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Thoracoscopic-assisted pulmonary surgery for partial and complete lung lobectomy in dogs and cats: 11 cases (2008–2013)

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  • 1 Section of Surgery, Matthew J. Ryan Veterinary Hospital, Department of Clinical Studies-Philadelphia, School of Veterinary Medicine, University of Pennsylvania, Philadelphia, PA 19104.
  • | 2 Division of Thoracic Surgery, Hospital of the University of Pennsylvania, University of Pennsylvania, Philadelphia, PA 19104.
  • | 3 Section of Surgery, Matthew J. Ryan Veterinary Hospital, Department of Clinical Studies-Philadelphia, School of Veterinary Medicine, University of Pennsylvania, Philadelphia, PA 19104.
  • | 4 Section of Surgery, Matthew J. Ryan Veterinary Hospital, Department of Clinical Studies-Philadelphia, School of Veterinary Medicine, University of Pennsylvania, Philadelphia, PA 19104.

Abstract

Objective—To describe the use of thoracoscopic-assisted pulmonary surgery (TAPS) for partial and complete lung lobectomy in small animal patients and to evaluate short-term outcome.

Design—Retrospective case series.

Animals—11 client-owned dogs and cats.

Procedures—Medical records of dogs and cats that underwent a partial or complete TAPS lung lobectomy were reviewed. All patients underwent general anesthesia and were positioned in lateral recumbency with the affected hemithorax uppermost. One-lung ventilation was not implemented in any patient. For initial exploration, a 5- to 10-mm incision was made for insertion of a 30° telescope approximately 5 to 7 rib spaces away from the site of the pulmonary lesion in the dorsal third of the thorax. All subsequent incision placements were case dependent and determined by the location of the lesion to be resected. Following lesion localization, a 2- to 7-cm minithoracotomy incision was made with direct thoracoscopic visualization without the use of rigid rib retractors. In 10 of 11 patients, a 360° wound retraction device was placed at the minithoracotomy site prior to exteriorization and resection of the affected lung. Lymph nodes were inspected intraoperatively, but biopsies were not performed; incisions were closed routinely, and a thoracostomy tube was placed in all patients.

Results—3 cats and 8 dogs underwent successful partial (5) or complete (6) TAPS lung lobectomy over a 5-year period (2008 through 2013). Median surgery time was 92.7 minutes (range, 77 to 150 minutes). Thoracostomy tubes were removed a median of 22.3 hours after surgery (range, 18 to 36 hours). The median time to discharge was 3.1 days (range, 1 to 6 days). No intraoperative complications were encountered. All patients were discharged from the hospital, with 9 of 11 patients alive 6 months after surgery.

Conclusions and Clinical Relevance—Results of this study suggested that lung lobectomy by means of TAPS can be successfully performed in dogs and cats. When compared with total thoracoscopic surgery, TAPS may offer a more technically feasible approach from both a surgical and anesthetic standpoint, because it provides the benefits of minimally invasive thoracic surgery without the necessity of 1-lung ventilation.

Abstract

Objective—To describe the use of thoracoscopic-assisted pulmonary surgery (TAPS) for partial and complete lung lobectomy in small animal patients and to evaluate short-term outcome.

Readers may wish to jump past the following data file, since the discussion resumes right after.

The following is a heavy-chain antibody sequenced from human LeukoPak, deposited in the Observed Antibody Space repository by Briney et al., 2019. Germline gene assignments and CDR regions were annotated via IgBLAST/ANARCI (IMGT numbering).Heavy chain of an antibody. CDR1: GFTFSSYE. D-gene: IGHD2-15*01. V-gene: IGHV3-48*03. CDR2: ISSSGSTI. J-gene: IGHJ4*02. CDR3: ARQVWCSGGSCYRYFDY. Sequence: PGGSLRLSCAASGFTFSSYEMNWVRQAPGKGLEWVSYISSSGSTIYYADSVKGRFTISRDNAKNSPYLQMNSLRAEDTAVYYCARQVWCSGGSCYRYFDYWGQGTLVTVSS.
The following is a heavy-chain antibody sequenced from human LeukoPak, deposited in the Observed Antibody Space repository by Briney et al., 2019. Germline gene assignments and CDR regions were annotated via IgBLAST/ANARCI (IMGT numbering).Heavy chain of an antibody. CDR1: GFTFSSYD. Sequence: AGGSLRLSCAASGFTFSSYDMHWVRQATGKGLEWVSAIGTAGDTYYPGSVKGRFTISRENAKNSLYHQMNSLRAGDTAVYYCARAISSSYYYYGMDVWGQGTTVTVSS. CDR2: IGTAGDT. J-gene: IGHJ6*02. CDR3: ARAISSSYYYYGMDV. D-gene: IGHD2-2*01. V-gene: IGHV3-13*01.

Design—Retrospective case series.

Animals—11 client-owned dogs and cats.

Procedures—Medical records of dogs and cats that underwent a partial or complete TAPS lung lobectomy were reviewed. All patients underwent general anesthesia and were positioned in lateral recumbency with the affected hemithorax uppermost. One-lung ventilation was not implemented in any patient. For initial exploration, a 5- to 10-mm incision was made for insertion of a 30° telescope approximately 5 to 7 rib spaces away from the site of the pulmonary lesion in the dorsal third of the thorax. All subsequent incision placements were case dependent and determined by the location of the lesion to be resected. Following lesion localization, a 2- to 7-cm minithoracotomy incision was made with direct thoracoscopic visualization without the use of rigid rib retractors. In 10 of 11 patients, a 360° wound retraction device was placed at the minithoracotomy site prior to exteriorization and resection of the affected lung. Lymph nodes were inspected intraoperatively, but biopsies were not performed; incisions were closed routinely, and a thoracostomy tube was placed in all patients.

Results—3 cats and 8 dogs underwent successful partial (5) or complete (6) TAPS lung lobectomy over a 5-year period (2008 through 2013). Median surgery time was 92.7 minutes (range, 77 to 150 minutes). Thoracostomy tubes were removed a median of 22.3 hours after surgery (range, 18 to 36 hours). The median time to discharge was 3.1 days (range, 1 to 6 days). No intraoperative complications were encountered. All patients were discharged from the hospital, with 9 of 11 patients alive 6 months after surgery.

Conclusions and Clinical Relevance—Results of this study suggested that lung lobectomy by means of TAPS can be successfully performed in dogs and cats. When compared with total thoracoscopic surgery, TAPS may offer a more technically feasible approach from both a surgical and anesthetic standpoint, because it provides the benefits of minimally invasive thoracic surgery without the necessity of 1-lung ventilation.

Contributor Notes

Address correspondence to Dr. Runge (jrunge@vet.upenn.edu).